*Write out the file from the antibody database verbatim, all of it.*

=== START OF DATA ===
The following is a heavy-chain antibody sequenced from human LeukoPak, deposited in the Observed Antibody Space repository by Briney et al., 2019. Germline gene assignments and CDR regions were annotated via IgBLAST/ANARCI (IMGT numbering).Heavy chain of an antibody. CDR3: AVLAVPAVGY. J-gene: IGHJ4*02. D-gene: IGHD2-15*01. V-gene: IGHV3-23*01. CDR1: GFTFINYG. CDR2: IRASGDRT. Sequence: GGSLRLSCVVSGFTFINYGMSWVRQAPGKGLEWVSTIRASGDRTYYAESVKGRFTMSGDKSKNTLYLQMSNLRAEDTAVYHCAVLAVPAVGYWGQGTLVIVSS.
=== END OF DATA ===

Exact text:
The following is a heavy-chain antibody sequenced from human LeukoPak, deposited in the Observed Antibody Space repository by Briney et al., 2019. Germline gene assignments and CDR regions were annotated via IgBLAST/ANARCI (IMGT numbering).Heavy chain of an antibody. CDR3: AVLAVPAVGY. J-gene: IGHJ4*02. D-gene: IGHD2-15*01. V-gene: IGHV3-23*01. CDR1: GFTFINYG. CDR2: IRASGDRT. Sequence: GGSLRLSCVVSGFTFINYGMSWVRQAPGKGLEWVSTIRASGDRTYYAESVKGRFTMSGDKSKNTLYLQMSNLRAEDTAVYHCAVLAVPAVGYWGQGTLVIVSS.